Article from North Marin Advance, September 6, 1961, about the John Lucas Family, by Charlotte Larson.
Lucas’ Imprint on Land of North Marin
Although very little can be gleaned from the annals of Marin County history regarding John Lucas, there live in San Rafael two charming ladies who recall happy days spent on the Lucas Ranch in Terra Linda (now referred to as the Freitas home ranch.)
They are Mrs. Mary Langdale, 83 years young, and her sister, Mrs. Carmelita Graves, grandchildren of John Lucas. Their mother, Alice Mary, was the first of nine children born to the John Lucas’s and the only one to marry. In 1877, when she was 21, Alice married Patrick Cadogan, a native of Ireland.
Besides Mrs. Langford and Mrs. Graves, their children included two sons, one of whom, Anthony Cadogan, died last November at the San Rafael home. The other son, John Lucas Cadogan, died in 1941, just a few years after the death of his mother.
The sisters have preserved some of the antique charm with old silver, cut glass, Dresdenware, and other heirloom pieces in their home. They still have a solid walnut buffet, carved with fruit and grapes, and matching oval dining table which furnished the early Lucas home.
An Aunt, Maria L. Lucas, named for her mother, lived in the family home and was active in Marin County affairs until her death at the age of 97 last September. She was preceded three years earlier by her brother, John Edmund Lucas. Thus the Lucas name disappeared from history.
To get to the beginning of our story, Don Timoteo Murphy, who migrated from Ireland to California (via Peru) in 1828, received the original three league land grant covering the Santa Margarita, Las Gallinas, and San Pedro Rancho, from Manuel Micheltorena, Mexican governor of California, in 1844.
Not having married and lonely for a family of his own, the big hearted Don Timoteo sent to Ireland for his nephew, John Lucas, from his native county of Wexford.
Returns for Sweetheart
Lucas first came to Marin County in 1852 as a bachelor, at the age of 26. He liked Marin so much that he returned to Ireland for his childhood sweetheart, Maria Sweetman.
During his absence, Don Timoteo became suddenly ill and, just before he died, willed one-half of his vast holdings of 22,000 acres to Lucas, who returned with his bride in 1855 and boarded for a time with Mrs. Clark on “G” and 4th Street.
Mrs. Langford recalls her grandfather telling of the long journey by sailboat, through the Isthmus of Panama, and how each morning several missing from breakfast had died during the night from cholera and had been thrown overboard.
After a few months in San Rafael Lucase moved to a ranch on the property adjoining St. Vincent’s, with the house located just a few yards north of the present Silveira home.
One day in 1863, upon returning from a trip to San Francisco, Mrs. Lucas found the house burned to the ground.
The Lucas’ then built a temporary home on the Santa Margarita Ranch in the center of Terra Linda. Shortly thereafter the mansion, which was later razed for the erection of St. Isabella’s church and school, was built.
Mrs. Langford remembers the home as having “wide hallways, with two drawing rooms on the left, a large sitting room on the right, a large kitchen and servants’ dining room to the rear, six bedrooms on the second floor, and four bedrooms on the third floor.”
She described her grandmother as “a dream of a woman, with beautiful hair—never a cross word.”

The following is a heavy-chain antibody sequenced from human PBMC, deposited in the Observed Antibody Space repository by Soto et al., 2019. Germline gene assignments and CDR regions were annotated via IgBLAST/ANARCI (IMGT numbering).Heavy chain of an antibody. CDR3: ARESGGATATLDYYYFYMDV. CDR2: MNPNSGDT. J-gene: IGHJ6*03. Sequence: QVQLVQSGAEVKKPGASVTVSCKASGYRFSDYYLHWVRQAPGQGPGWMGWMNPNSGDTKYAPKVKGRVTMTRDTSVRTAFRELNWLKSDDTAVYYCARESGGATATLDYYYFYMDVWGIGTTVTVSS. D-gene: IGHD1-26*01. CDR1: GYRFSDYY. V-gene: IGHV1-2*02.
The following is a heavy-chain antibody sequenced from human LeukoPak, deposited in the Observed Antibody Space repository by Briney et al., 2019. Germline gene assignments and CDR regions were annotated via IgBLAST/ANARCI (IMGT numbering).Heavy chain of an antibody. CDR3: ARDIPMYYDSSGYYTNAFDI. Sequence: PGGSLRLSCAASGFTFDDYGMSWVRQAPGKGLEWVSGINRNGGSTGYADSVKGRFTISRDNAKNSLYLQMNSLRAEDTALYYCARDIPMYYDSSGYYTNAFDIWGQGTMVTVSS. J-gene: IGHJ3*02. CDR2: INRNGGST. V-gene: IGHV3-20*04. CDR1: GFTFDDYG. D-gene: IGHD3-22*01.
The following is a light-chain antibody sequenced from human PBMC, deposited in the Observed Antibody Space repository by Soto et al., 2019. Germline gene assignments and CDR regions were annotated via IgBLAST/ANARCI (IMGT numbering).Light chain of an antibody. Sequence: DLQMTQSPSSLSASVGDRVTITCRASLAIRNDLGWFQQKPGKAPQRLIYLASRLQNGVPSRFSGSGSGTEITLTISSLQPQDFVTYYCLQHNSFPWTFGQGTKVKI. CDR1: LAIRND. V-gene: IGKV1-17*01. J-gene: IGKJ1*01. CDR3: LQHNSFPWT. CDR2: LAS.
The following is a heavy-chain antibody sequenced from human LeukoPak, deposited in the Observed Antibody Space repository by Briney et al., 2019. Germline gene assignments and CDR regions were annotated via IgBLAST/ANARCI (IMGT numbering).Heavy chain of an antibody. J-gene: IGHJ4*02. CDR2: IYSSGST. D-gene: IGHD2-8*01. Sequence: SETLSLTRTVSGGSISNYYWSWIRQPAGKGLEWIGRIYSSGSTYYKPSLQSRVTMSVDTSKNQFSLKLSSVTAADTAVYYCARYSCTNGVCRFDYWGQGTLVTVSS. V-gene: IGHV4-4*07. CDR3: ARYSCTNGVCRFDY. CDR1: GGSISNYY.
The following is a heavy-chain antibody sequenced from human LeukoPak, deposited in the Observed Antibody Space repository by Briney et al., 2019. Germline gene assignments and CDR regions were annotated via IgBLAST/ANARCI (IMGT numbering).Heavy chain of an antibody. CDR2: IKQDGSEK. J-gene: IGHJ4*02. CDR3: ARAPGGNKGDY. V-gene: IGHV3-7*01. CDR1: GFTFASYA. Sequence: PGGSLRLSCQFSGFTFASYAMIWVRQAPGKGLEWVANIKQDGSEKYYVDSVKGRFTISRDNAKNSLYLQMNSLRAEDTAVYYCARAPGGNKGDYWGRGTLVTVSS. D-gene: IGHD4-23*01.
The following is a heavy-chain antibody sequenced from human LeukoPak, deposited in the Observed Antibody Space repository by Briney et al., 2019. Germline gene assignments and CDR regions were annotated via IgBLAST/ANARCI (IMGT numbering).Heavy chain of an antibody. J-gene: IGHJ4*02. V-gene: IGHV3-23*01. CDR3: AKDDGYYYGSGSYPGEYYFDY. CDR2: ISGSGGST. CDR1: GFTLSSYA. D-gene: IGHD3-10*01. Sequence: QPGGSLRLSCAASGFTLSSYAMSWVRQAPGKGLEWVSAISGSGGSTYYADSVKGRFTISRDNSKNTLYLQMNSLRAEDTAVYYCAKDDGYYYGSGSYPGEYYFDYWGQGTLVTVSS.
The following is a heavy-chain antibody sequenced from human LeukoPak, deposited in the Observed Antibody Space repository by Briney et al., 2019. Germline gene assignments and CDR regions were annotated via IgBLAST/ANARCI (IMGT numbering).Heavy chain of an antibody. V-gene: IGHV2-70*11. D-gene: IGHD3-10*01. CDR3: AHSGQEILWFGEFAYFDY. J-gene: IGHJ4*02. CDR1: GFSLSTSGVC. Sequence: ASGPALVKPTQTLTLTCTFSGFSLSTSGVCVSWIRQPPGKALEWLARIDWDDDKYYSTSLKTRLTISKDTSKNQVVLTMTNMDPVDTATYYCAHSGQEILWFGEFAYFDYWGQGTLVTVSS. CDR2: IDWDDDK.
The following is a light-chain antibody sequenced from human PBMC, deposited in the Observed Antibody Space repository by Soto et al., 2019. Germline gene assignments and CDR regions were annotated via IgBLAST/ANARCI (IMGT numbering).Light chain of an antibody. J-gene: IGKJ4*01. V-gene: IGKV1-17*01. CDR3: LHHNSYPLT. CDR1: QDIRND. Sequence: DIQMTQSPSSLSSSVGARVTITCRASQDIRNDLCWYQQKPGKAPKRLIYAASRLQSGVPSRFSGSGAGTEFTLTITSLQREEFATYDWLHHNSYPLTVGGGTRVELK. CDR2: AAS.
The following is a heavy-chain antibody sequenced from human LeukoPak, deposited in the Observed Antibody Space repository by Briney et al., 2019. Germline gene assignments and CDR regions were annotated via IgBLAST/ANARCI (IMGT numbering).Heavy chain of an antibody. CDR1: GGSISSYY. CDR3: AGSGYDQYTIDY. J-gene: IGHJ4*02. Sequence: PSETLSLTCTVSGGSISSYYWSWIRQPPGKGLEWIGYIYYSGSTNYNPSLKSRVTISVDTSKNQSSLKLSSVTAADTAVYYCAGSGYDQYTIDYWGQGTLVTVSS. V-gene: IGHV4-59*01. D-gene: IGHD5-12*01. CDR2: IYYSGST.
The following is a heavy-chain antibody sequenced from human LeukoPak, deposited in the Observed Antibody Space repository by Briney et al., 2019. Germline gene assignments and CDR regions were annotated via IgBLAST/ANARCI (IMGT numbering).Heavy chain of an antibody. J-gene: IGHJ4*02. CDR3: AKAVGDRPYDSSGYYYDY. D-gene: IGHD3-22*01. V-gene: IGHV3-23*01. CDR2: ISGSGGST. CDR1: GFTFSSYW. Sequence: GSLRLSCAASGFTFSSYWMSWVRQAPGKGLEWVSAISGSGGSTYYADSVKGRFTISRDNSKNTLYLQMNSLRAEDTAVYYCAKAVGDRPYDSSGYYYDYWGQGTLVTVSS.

Not only had John Lucas transferred the title to the property to Mrs. Lucas; he placed her in charge of the ranch as well. Brought up to be a gentleman, he found it difficult to manage the business of the ranch.
Maria Lucas bore her husband nine children, three of whom died in infancy. The other six were Alice Mary, Catherine Frances, Henry, Mary Lucas, John Edmund, and Elizabeth.
The home ranch, according to Mrs. Langdale, consisted of 1400 acres. The entire Santa Margarita Ranch, she said, extended from Puerto Suello Hill, included Los Ranchitos, Terra Linda and Lucas Valley, and was bounded on the west by the rim of the hills, separating them from what is now Fairfax and Sleepy Hollow. It was divided into several ranches, including Big Rock, Butcher, Bull Trail, Tallan Ranch, Harry Evens’ Ranch, Loma Alta, and the Cat Ranch.
Rents were high, and taxes were low even in those days, she recalled. “The only thing Terra Linda was good for,” she said, “was calf pasture.” “Some of the happiest days of our lives were spent on the ranch,” said Mrs. Langford, whose time was divided between Santa Margarita Ranch and Oakland.
She recalled that they had the privilege of stopping the train, which ran through their property, at a point where the Terra Linda interchange is located, then known as Lucas Crossing. The train met the ferry at Tiburon, and later at Sausalito, for passengers going on to San Francisco.
Largely because of Mrs. Langford’s frail health as a child, the Lucas’ acquired a summer home at Bolinas. They used to set out by buckboard and travel many hours over the winding dusty road that led to the old Pacific town. To protect their clothing the women wore linen dusters and veils over their hats.
“We used different types of horses depending on the mode of travel,” said Langford. “When we rode the carriage, we used the ‘prancy’ horses. Our coachman did other work besides taking care of the horses.”
Lucas died on his birthday, March 7, 1897. Many Marinites have joined John Lucas and members of his family in their final resting place at Mount Olivet Cemetery, which was given to St. Raphael’s by Lucas.
We are now entering a new era in the Santa Margarita- Las Gallinas Valley, where new generations of pioneers are building what they feel is a better and more progressive way of life for their families.